Jurors in the trial of six teenagers accused of the murder of Spalding man Warren Free have been told to put aside any emotions when they consider the evidence in the case.
The trial judge Mr Justice Goss, in his summing up to the jury at Lincoln Crown Court, told them: “You must assess the evidence calmly, dispassionately and fairly, putting aside any feelings of sympathy or antipathy you may have towards anyone involved in or affected by what happened. You must be entirely objective.”
The prosecution alleges that 43 year old Mr Free suffered fatal injuries after he confronted a group of teenagers in the early hours of the morning about noise they were making in a park at the rear of his home in Coronation Close, Spalding.
It is alleged that Mr Free was kicked, punched and stamped on by the teenagers before a 15 year old girl struck him over the head several times with a metal pole.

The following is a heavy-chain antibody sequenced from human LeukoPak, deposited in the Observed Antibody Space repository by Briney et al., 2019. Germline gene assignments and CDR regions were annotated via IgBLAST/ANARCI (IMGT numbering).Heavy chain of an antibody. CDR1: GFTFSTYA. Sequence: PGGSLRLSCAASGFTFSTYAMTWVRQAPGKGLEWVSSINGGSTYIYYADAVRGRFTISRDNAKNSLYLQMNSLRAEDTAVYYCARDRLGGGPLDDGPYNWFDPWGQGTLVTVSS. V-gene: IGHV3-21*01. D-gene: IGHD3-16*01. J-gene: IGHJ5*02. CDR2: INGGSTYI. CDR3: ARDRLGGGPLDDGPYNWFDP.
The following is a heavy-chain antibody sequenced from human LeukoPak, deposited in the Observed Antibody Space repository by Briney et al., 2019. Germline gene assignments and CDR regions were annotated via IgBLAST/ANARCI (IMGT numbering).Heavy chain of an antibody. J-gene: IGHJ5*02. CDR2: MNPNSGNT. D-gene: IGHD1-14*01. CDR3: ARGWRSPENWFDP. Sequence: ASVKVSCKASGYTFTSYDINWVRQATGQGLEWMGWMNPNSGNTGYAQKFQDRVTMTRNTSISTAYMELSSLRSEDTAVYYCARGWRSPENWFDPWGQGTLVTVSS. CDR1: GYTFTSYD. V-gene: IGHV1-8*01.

He went home to bed but friends were later unable to rouse him. An ambulance was called and he was airlifted to hospital but passed away within 24 hours from a head injury.
Six teenagers all deny the murder of Warren Free on August 29, 2014. Three of the defendants, including a girl, were 14 at the time while the others were a girl of 15 and a 16 year old together with Jake Edwards, now 18.
A boy, who was 14 at the time, denies a charge of perverting the course of justice relating to the disposal of the metal pole in the Coronation Channel in Spalding. A second boy, aged 16 at the time, has admitted perverting the course of justice.
None of the defendants gave evidence to the jury. Barristers representing the defendants have argued that the accused whom the prosecution claim were involved in violence towards Mr Free acted lawfully either in their own self defence or in the defence of others in the group. Others are said not to have been involved at all and claim to have been innocent bystanders.
The trial continues.